News Corp weighs proposal for two-way split

Rupert Murdoch, pictured here in October 2011, is known to remain attached to his newspaper operations.

Story highlights

  • News Corp has drawn up plans to separate its entertainment assets from its publishing arm
  • The entertainment group would be much larger than the publishing company
  • It is understood that the board has not made a final decision on a break-up of the group
  • An analyst says the move would be the right step for News Corp

News Corp has drawn up plans to split the media business into two parts, separating its entertainment assets from its publishing arm, the Wall Street Journal reported.

Under the plans said to be being considered, Rupert Murdoch's News Corp would see its film and television businesses, including the Fox News Channel, the Fox film studio and broadcast network, put into a separate company.

News Corp's publishing assets -- the Wall Street Journal, The Times, The Sun, The Australian, The New York Post and publisher HarperCollins -- would be grouped together in a second company.

News Corp declined to comment on Tuesday. Chase Carey, chief operating officer, said this year that the management team had considered such a split.

The entertainment group would dwarf the size of the publishing company in terms of revenue. In the year to June 2011 the entertainment assets generated $23.5bn in revenue while the publishing business generated $8.8bn.

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Investors are likely to welcome the split as the entertainment assets accounted for about 90 per cent of operating profit in the same period.

It is understood that the board has not made a final decision on a break-up of the group -- a move which has long been discussed but opposed by Mr Murdoch.

However, the renewed talks come after a turbulent year at News International, News Corp's UK arm, which has been the focus of the phone-hacking scandal that led to the closure of Mr Murdoch's News of the World tabloid paper, senior executive resignations and has cast a shadow over his UK operations. It also forced Mr Murdoch to abandon his bid for the part of British Sky Broadcasting, the UK pay-TV group, he does not already own.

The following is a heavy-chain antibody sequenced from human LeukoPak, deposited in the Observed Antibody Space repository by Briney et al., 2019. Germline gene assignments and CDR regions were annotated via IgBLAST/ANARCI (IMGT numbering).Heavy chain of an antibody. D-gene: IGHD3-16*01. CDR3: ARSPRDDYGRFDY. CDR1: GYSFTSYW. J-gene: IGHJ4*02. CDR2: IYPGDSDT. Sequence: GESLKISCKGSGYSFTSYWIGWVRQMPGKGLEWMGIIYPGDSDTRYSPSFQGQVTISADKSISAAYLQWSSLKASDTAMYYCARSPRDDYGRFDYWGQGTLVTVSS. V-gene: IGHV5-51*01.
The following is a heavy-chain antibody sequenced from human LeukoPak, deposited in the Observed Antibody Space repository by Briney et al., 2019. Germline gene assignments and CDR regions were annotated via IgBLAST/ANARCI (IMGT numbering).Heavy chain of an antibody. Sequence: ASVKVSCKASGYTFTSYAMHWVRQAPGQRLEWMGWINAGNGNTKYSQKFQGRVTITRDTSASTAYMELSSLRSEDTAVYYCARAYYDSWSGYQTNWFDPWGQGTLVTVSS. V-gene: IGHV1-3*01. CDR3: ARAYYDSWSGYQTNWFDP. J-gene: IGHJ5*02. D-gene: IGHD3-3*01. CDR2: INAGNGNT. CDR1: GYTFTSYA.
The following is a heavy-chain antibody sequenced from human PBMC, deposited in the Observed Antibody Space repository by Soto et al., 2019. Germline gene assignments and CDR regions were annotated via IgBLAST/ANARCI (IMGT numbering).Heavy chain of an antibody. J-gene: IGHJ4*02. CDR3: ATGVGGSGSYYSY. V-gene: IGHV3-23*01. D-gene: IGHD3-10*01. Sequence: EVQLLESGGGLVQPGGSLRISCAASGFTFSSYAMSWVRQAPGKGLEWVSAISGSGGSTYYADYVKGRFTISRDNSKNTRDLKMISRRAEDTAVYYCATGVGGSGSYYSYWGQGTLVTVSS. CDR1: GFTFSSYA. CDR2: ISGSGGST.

Claudio Aspesi, analyst at Bernstein Research, said: "The market has reacted positively. In general the newspapers have proved a drag on the management and on the capacity of the company to control BSkyB. This move is a necessity if News Corp has aspirations in the UK and Europe and it is the right step.

"In the long term it is still clear that anything that News Corp does will be viewed with suspicion, but this step opens up the possibility for News Corp to come back for the remainder of BSkyB."

As a result of the phone-hacking scandal Ofcom, the UK broadcasting regulator, is reviewing whether BSkyB, and it's largest shareholder News Corp with 39.1 per cent, is a fit and proper owner of a broadcasting licence.

James Murdoch, who came under severe criticism for his handling of the phone-hacking scandal, relinquished his chairmanship of BSkyB two months ago.

It is likely that in the event of a spin-off, the Murdoch family would retain control of both entities. The Murdoch family controls the group through its 40 per cent voting stake.

Mr Murdoch started his media empire with an Australian newspaper that he inherited in the 1950s. The early part of his career saw him focus on expanding his newspaper empire with the purchase of The Sun and News of the World. He moved to the US in the 1970s.

But since the 1980s, News Corp's focus has been film and television with the acquisition of the film studio 20th Century Fox and the Fox broadcast network.

Mr Murdoch is known to remain attached to his newspaper operations, however, and is understood to have rebuffed any suggestion that he sell his UK newspaper assets in light of the phone-hacking scandal.

Australian-listed News Corp shares rose 2.4 per cent to A$20.79 after reports of the split were published.

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